There was a great rift in last year's team that hindered any kind of development the front office hoped to see through a myriad of changes. The veteran leaders did not lead. They did not demand the attention of the youngsters, who appeared to believe they'd already arrived and didn't need to learn about how to be a pro.
"They taught me how to conduct myself on and off the court," Butler said of veterans he had around him when he was young. "They taught me about being a professional at all times and every time you walk out in this world, every day is a job interview. A good name is better than any silver or gold and that's something that I have."
Hopefully Butler's leadership, along with that of Hornacek's staff, will be more effective this season. He certainly knows how to crack a joke at the right moment.
"It was rather flattering to find out that the guy had a man-crush on me for so many years," Butler said of McDonough's long history of following Butler's game. "So once I found that out, I was extremely excited. Just coming here, he told me he had been following me for many years and what he expected out of me and I was definitely ready for that challenge."
Butler, for his part, doesn't simply want to be a locker room leader and coach. He is on the last year of his deal paying $8 million per year, and wants to earn another multi-year NBA contract that's becoming more and more elusive for declining players.
"I train hard in the offseason and there are certain things I want to be able to show and display out on the court," he said. "So I'll definitely have that opportunity here."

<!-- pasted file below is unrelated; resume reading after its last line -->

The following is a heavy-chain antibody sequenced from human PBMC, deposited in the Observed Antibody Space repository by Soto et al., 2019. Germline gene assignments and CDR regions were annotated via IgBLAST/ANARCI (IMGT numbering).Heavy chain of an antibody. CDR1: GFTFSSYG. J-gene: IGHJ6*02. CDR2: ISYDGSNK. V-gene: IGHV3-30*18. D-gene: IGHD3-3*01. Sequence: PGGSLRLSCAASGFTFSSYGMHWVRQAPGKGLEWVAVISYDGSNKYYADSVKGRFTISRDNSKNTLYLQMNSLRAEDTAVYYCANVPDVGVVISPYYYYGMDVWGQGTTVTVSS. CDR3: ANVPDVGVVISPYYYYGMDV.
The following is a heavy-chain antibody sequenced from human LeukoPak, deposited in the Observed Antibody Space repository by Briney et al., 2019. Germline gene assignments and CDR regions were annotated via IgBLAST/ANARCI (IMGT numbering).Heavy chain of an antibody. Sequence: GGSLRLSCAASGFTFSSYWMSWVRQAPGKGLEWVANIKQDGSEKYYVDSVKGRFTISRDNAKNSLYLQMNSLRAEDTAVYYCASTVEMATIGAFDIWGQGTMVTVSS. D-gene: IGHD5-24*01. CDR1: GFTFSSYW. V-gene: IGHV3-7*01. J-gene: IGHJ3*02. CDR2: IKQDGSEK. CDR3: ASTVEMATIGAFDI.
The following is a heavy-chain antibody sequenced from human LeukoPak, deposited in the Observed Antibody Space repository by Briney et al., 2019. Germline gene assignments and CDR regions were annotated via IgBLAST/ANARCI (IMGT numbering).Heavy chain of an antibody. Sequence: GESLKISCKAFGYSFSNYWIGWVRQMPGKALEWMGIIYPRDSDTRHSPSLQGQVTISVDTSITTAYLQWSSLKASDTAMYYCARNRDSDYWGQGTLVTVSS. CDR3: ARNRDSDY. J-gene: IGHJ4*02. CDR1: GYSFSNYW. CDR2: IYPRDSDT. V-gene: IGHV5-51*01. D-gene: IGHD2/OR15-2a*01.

Even at his age, Butler is still better than 10 points per game for a team that needs his offense. And really, 32 is not that old. Jermaine O'Neal revived his career in Phoenix at age 34. Grant Hill and Steve Nash played at a high level through their late 30s. Recently re-signed and promoted Aaron Nelson needed a new challenge, and now he has one in Butler.
So while the press conference itself was a little subdued in terms of energy, I got the impression that both Butler and Bledsoe were excited to join the Suns, provided the culture is receptive to a winning mentality.
"We're going to bring a winning culture to this organization," Butler said. "And I'm really excited about this challenge ahead of us."
With every non-playoff Western team improving this offseason (Blazers, Kings, Pelicans) or at least trying to tread water (Lakers, Mavericks), the Suns have little hope for a vast improvement in wins next season. But that's not the primary goal. The primary goal is fixing the culture and attitude among all the players, setting them in the right direction and developing the kids into real NBA players.
Butler can only help in that regard.